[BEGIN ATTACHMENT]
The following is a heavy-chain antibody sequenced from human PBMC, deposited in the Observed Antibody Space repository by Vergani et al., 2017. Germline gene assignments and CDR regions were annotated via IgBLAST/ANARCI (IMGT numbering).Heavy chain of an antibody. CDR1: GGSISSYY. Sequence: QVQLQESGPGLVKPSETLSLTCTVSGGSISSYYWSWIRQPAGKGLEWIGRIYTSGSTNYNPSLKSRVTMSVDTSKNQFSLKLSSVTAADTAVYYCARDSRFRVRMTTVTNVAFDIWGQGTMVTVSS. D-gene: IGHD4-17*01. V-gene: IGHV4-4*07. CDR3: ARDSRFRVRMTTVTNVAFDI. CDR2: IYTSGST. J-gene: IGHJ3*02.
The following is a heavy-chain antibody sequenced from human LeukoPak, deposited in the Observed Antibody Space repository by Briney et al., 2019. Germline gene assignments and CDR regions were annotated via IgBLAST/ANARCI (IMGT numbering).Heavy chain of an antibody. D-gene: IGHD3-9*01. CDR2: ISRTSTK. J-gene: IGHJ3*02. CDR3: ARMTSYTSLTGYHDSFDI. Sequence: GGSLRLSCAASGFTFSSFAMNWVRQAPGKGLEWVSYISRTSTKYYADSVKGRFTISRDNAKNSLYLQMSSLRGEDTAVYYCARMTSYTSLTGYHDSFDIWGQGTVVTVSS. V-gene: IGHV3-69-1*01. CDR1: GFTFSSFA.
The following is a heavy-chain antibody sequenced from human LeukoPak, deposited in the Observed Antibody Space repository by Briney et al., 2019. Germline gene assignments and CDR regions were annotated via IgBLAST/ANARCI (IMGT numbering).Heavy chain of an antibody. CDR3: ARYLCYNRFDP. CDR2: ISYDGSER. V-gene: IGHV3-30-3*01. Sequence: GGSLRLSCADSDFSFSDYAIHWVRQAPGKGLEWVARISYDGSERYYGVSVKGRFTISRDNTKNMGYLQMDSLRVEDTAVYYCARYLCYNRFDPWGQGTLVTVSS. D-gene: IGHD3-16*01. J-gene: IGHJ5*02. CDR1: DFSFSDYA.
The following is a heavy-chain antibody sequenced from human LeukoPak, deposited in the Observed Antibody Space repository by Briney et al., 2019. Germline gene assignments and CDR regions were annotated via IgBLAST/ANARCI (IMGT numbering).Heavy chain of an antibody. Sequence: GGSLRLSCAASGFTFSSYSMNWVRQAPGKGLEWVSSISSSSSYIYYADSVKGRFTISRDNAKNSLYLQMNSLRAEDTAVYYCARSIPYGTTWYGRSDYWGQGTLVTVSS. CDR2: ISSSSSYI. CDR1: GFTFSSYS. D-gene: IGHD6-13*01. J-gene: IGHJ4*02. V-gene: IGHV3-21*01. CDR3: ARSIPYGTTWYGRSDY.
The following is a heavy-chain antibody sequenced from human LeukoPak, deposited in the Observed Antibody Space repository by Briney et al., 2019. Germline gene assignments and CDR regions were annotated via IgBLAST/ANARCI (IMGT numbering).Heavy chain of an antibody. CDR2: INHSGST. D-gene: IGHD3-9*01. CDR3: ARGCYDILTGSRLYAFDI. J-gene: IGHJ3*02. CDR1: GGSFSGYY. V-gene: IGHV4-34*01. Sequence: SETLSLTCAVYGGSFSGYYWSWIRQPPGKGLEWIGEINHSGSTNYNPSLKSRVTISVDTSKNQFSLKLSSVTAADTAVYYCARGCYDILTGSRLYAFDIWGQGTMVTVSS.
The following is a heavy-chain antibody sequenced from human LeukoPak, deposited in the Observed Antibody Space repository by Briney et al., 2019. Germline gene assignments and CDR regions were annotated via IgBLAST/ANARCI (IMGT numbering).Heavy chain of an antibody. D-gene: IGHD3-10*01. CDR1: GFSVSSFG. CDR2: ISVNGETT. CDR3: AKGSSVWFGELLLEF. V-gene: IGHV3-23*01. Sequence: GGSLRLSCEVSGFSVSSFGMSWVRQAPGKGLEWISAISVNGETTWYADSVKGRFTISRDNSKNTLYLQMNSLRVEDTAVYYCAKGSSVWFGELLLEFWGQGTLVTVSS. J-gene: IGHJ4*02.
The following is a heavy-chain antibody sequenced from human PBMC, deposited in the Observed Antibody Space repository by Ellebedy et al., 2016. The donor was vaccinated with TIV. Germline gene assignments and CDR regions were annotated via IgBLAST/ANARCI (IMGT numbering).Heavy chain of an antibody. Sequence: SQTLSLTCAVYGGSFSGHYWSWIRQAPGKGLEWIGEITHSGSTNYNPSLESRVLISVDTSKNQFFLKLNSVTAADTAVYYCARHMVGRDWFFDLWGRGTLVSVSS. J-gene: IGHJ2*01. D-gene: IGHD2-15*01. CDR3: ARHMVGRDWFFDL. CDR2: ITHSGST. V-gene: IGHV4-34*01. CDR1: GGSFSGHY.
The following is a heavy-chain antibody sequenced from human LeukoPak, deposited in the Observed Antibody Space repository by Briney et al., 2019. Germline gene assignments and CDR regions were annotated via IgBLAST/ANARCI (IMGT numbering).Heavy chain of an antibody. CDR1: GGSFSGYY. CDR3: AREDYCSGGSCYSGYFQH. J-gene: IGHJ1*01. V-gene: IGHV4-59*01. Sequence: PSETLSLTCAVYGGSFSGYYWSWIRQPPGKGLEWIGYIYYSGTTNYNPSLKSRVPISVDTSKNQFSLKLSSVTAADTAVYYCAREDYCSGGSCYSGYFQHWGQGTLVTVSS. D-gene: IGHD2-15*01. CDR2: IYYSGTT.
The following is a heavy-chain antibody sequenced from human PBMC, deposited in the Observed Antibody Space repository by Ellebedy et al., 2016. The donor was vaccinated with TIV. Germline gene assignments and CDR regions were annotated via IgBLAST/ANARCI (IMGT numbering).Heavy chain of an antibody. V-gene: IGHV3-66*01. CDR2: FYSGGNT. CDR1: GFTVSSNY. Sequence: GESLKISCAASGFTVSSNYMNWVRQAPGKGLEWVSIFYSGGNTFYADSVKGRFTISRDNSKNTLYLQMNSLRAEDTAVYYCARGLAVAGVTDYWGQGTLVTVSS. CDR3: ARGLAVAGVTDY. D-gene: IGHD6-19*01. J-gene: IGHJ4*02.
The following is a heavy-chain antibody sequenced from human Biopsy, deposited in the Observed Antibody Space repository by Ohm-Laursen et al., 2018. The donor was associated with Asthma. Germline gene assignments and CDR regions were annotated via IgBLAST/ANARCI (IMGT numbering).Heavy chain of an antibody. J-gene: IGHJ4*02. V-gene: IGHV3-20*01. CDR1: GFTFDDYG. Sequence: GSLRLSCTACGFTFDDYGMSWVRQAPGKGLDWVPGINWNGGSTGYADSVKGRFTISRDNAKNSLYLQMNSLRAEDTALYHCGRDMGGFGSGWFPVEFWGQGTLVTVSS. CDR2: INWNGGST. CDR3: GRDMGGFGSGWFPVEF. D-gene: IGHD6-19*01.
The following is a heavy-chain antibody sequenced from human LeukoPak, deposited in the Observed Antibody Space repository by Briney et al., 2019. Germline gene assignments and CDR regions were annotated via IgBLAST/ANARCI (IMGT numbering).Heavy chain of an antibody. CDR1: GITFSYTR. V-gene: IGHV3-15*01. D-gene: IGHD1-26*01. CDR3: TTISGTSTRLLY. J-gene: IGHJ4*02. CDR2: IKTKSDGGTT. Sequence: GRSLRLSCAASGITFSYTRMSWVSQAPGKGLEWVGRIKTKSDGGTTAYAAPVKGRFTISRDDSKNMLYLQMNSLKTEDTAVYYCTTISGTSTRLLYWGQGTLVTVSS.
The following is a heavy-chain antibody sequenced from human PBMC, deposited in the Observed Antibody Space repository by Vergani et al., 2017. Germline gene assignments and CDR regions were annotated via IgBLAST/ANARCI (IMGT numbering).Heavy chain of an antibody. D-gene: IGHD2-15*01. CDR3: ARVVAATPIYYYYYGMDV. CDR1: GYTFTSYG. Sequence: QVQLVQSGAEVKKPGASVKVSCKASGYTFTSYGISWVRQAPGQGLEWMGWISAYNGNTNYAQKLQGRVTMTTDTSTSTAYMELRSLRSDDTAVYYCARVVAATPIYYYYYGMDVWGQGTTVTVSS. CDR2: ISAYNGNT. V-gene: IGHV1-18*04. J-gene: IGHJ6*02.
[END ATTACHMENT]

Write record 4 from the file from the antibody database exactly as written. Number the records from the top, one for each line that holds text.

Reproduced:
The following is a heavy-chain antibody sequenced from human LeukoPak, deposited in the Observed Antibody Space repository by Briney et al., 2019. Germline gene assignments and CDR regions were annotated via IgBLAST/ANARCI (IMGT numbering).Heavy chain of an antibody. Sequence: GGSLRLSCAASGFTFSSYSMNWVRQAPGKGLEWVSSISSSSSYIYYADSVKGRFTISRDNAKNSLYLQMNSLRAEDTAVYYCARSIPYGTTWYGRSDYWGQGTLVTVSS. CDR2: ISSSSSYI. CDR1: GFTFSSYS. D-gene: IGHD6-13*01. J-gene: IGHJ4*02. V-gene: IGHV3-21*01. CDR3: ARSIPYGTTWYGRSDY.